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Aureobasidium Pullulans (Pullaria)   PDF  Print  E-mail 
Posted by Susan Lillard  
Sunday, 03 October 2004

Aureobasidium pullulans and the Environment ] [ Suggested Reading ]

This yeast-like fungus is commonly found on caulk or damp window frames in bathrooms. Aureobasidium (Pullularia) may be pink or black in color. Although it seldom causes infections, it can be allergenic. This is one type of mold that is a type of mildew. It will grow in cooler climates and along with Cladosporium is commonly found growing on siding.

Pullularia occurs indoors in areas of free water, such as condensate pans, or as a primary colonist of broadloom following a flood. Because its growth form is yeast-like (and are not forcibly discharged), its cells/spores only become airborne through mechanical disruption of contaminated materials or aspiration of contaminated water.

 

Aureobasidium pullulans is not a primary human pathogen nor is it recognized as a producer of significant mycotoxins. High airborne levels of this fungus have been associated with allergic complaints probably due to respiratory irritation mediated by cell-wall components (e. g. beta glucans, glycoproteins), it has also been known as an irritant, and to cause pulmonary problems (small airway).

Aureobasidium pullulans and the Environment

    Polyhydroxy compounds from Aureobasidium pullulans exposed to stress treatments of heat, salt, and simultaneous heat and salt were isolated, identified, and quantified. Results from both thin-layer chromatography (TLC) and high performance liquid chromatography (HPLC) showed that concentrations of trehalose, mannitol, and glycerol increased under stress conditions that induce osmotic- and thermotolerance in A. pullulans. The cellular concentration of trehalose increased in heat-stressed and in simultaneously heat- and salt-stressed cells but not in cells subjected to salt stress alone. Mannitol increased under all stress conditions examined, while an increase in intracellular glycerol was apparent only in salt-stressed cells. The significance of these findings in relation to stress tolerance in salt marsh environments is discussed.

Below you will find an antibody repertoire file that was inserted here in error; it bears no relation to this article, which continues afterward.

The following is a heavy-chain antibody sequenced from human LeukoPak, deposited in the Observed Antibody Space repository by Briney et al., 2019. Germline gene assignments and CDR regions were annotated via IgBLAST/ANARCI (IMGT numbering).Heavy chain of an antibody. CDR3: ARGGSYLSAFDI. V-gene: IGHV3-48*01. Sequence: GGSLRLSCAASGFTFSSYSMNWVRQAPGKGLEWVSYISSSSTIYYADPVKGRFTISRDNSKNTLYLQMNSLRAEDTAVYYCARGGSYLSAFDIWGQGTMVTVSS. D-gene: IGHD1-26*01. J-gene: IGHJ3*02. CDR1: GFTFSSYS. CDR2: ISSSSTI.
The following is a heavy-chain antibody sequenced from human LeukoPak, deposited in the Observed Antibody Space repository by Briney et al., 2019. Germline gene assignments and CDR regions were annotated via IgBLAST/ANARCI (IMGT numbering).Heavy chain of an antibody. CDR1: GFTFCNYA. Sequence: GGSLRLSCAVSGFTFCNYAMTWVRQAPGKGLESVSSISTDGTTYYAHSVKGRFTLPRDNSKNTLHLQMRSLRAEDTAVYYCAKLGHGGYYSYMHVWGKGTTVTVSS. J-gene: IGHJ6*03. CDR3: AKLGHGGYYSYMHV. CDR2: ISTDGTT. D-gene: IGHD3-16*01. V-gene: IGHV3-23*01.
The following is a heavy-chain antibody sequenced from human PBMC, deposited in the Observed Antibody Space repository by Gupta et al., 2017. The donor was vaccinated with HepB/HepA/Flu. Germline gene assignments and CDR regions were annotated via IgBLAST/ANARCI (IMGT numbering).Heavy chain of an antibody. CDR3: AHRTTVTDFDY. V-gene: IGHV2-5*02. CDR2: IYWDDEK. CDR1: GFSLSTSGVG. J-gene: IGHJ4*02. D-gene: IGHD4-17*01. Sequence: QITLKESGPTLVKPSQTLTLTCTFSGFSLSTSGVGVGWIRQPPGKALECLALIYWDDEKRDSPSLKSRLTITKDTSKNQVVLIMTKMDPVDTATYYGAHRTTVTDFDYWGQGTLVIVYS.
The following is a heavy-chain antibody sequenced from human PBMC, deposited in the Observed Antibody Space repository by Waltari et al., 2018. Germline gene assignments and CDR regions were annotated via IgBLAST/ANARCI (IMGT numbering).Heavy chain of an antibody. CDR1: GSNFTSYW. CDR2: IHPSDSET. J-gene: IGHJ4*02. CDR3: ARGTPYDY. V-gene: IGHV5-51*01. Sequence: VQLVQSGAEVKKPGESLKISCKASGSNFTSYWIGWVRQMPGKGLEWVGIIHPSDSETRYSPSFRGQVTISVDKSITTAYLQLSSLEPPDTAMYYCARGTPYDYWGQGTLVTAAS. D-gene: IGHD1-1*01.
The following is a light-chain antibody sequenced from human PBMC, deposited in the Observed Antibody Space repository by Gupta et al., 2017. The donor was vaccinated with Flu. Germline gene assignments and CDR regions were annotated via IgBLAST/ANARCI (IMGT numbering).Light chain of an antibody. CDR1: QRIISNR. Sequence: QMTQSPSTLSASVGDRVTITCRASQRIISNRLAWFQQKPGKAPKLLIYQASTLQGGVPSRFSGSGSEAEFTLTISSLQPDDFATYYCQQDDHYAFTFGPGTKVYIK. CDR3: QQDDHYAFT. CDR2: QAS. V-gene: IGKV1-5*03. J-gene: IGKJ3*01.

When A. pullulans cells grown at 25 C for 40 h were exposed to sublethal stress conditions (35 C, 4. 5% NaCl, or concurrent treatments of both), the intracellular levels of certain polyhyroxy compounds increased compared to the controls as shown by both TLC and HPLC. Thin-layer chromatograms of cell extracts that were heat shocked at 35 C for 45 min showed a marked increase in trehalose levels compared with controls (data not shown). This represented a near doubling of the mean cell concentration of trehalose compared with untreated controls ( ) as determined by HPLC (compare the results for control cells in  with those for heat-shocked cells in).

    Although changes in mannitol were not obvious by TLC analysis (due to the overlapping migration of glucose and mannitol and perhaps other sugars in the extracts) HPLC clearly showed a nearly two-fold increase in mannitol as a result of heat shock (). The low level of glycerol in untreated cells did not increase in heat-shocked cells ( ) and glycerol was not detected by TLC. The peak with a retention time of approximately 5 min that appeared in all the HPLC chromatograms appears to be a product of the polysaccharide pullulan which is produced by this fungus. The pullulan "halos" that form around cell pellets during centrifugation produce peaks with a retention time of approximately 5 min when subjected to HPLC.